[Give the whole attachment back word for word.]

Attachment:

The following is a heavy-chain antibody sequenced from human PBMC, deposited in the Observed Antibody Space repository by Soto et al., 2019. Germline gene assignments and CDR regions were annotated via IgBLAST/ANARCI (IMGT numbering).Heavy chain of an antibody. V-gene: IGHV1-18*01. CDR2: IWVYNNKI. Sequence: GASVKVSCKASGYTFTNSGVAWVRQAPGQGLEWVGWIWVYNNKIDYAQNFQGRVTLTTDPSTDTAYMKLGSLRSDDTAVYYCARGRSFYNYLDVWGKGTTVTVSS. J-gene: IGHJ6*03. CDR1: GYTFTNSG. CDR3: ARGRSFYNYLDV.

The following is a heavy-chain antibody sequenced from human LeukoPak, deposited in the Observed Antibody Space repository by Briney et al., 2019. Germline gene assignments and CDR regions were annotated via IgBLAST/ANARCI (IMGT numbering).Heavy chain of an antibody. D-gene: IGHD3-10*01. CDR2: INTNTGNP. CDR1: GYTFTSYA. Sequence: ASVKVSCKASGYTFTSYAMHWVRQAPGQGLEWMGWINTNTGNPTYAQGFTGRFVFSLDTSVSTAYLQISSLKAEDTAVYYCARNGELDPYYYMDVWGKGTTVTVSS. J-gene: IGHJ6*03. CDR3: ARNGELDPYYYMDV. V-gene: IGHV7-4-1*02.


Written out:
The following is a heavy-chain antibody sequenced from human PBMC, deposited in the Observed Antibody Space repository by Soto et al., 2019. Germline gene assignments and CDR regions were annotated via IgBLAST/ANARCI (IMGT numbering).Heavy chain of an antibody. V-gene: IGHV1-18*01. CDR2: IWVYNNKI. Sequence: GASVKVSCKASGYTFTNSGVAWVRQAPGQGLEWVGWIWVYNNKIDYAQNFQGRVTLTTDPSTDTAYMKLGSLRSDDTAVYYCARGRSFYNYLDVWGKGTTVTVSS. J-gene: IGHJ6*03. CDR1: GYTFTNSG. CDR3: ARGRSFYNYLDV.

The following is a heavy-chain antibody sequenced from human LeukoPak, deposited in the Observed Antibody Space repository by Briney et al., 2019. Germline gene assignments and CDR regions were annotated via IgBLAST/ANARCI (IMGT numbering).Heavy chain of an antibody. D-gene: IGHD3-10*01. CDR2: INTNTGNP. CDR1: GYTFTSYA. Sequence: ASVKVSCKASGYTFTSYAMHWVRQAPGQGLEWMGWINTNTGNPTYAQGFTGRFVFSLDTSVSTAYLQISSLKAEDTAVYYCARNGELDPYYYMDVWGKGTTVTVSS. J-gene: IGHJ6*03. CDR3: ARNGELDPYYYMDV. V-gene: IGHV7-4-1*02.